On this day 22 years ago, the Berlin Wall, which separated families, neighbors and friends for nearly three decades, peacefully came down. It was a momentous day in history that has become a symbol of the fall of communism and the rise of democracy in Eastern Europe.
Shortly after the collapse of the Berlin Wall on November 9, 1989, Armin Prediger, working for Drexel University’s newspaper, The Triangle, wrote his account of the events of the collapse. An excerpt follows:
“The people – West German and East German – are delirious…the spirit is infectious…people are laughing, drinking champagne and beer.
“The young people are coming over laughing, but many of the older people face the situation more serenely. Tears surface, partly in joy, partly in frustration, at so many lost years. On this night, love unites every single one of these people.
“The financial situation is rough for the East Germans. The rate of exchange is one to ten; a glass of beer here can cost them 40 East-marks, for most about half a day’s pay. West Germany is a good host though; 100 marks greeting money are given to each and every East German visitor, and most of us hand them a little extra spending money. The spirit of unity, for now, breaks through that financial barrier. Friends, relatives and complete strangers buy them food and drink.”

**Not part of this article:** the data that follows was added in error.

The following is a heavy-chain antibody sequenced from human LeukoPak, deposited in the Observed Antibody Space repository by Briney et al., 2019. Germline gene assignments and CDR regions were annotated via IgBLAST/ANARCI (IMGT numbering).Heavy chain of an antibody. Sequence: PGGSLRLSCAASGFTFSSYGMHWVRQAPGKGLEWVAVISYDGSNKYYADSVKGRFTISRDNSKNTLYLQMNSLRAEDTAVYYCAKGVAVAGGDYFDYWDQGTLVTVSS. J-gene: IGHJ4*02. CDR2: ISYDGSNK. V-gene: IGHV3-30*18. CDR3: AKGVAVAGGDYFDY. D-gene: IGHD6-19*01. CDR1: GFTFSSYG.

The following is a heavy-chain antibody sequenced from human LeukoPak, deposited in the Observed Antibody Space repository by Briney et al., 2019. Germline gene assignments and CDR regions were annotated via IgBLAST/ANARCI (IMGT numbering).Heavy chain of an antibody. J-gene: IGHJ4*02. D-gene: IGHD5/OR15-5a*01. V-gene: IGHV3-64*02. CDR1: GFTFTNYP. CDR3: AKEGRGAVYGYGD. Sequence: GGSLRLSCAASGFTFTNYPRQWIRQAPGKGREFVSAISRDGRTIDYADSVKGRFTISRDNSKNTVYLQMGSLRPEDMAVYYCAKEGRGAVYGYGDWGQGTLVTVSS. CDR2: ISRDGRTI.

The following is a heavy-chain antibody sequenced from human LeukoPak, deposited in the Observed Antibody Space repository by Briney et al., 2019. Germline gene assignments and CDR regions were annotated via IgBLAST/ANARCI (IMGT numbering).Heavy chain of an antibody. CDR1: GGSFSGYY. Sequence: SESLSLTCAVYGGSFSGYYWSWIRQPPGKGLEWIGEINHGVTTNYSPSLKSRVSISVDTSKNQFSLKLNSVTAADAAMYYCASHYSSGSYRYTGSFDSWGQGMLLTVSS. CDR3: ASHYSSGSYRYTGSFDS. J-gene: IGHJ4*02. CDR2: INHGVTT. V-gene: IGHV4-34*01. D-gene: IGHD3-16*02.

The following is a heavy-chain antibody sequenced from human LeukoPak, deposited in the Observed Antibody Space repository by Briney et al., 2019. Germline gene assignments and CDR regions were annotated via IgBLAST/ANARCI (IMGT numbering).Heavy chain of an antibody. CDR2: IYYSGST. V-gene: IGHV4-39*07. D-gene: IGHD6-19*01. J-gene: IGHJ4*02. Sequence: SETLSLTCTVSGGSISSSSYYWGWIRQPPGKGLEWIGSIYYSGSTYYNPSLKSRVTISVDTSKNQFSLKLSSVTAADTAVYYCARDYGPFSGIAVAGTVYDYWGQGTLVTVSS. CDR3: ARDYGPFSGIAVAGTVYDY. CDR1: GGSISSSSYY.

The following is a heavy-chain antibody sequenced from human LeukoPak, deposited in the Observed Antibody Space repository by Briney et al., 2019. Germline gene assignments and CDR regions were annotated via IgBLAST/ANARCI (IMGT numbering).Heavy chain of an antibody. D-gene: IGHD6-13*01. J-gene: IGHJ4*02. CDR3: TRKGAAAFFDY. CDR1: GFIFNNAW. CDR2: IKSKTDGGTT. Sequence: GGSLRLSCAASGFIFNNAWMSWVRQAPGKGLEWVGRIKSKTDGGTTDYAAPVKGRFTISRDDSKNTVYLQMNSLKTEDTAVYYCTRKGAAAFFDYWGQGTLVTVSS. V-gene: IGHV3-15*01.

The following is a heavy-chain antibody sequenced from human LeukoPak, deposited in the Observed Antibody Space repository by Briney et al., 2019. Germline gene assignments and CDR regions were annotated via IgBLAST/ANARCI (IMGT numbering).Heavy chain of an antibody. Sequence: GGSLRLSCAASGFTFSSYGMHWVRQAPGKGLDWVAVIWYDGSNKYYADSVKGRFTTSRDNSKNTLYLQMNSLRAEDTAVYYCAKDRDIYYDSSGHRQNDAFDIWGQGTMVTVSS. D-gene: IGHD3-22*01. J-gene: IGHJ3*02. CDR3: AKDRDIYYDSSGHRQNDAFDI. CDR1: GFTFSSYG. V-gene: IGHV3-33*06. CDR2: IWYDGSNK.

President Obama has declared today as World Freedom Day
and issued this statement from a press release
“On November 9, 1989, the German people broke through a barrier that divided their nation, demonstrating no wall is strong enough to hold back the rising tide of human liberty. There could be no clearer rebuke of tyranny, nor a stronger affirmation of freedom. On World Freedom Day, we commemorate the fall of the Berlin Wall, celebrate the resilience of the human spirit, and stand with all those who live in the darkness of oppression and believe in the hope of a brighter day.”
Classroom Activity Suggestion:
John Kennedy was President when the wall was erected. During his visit to West Berlin in 1963, he spoke in German. Find out what he said and explain what it meant to the people of Berlin. More ideas here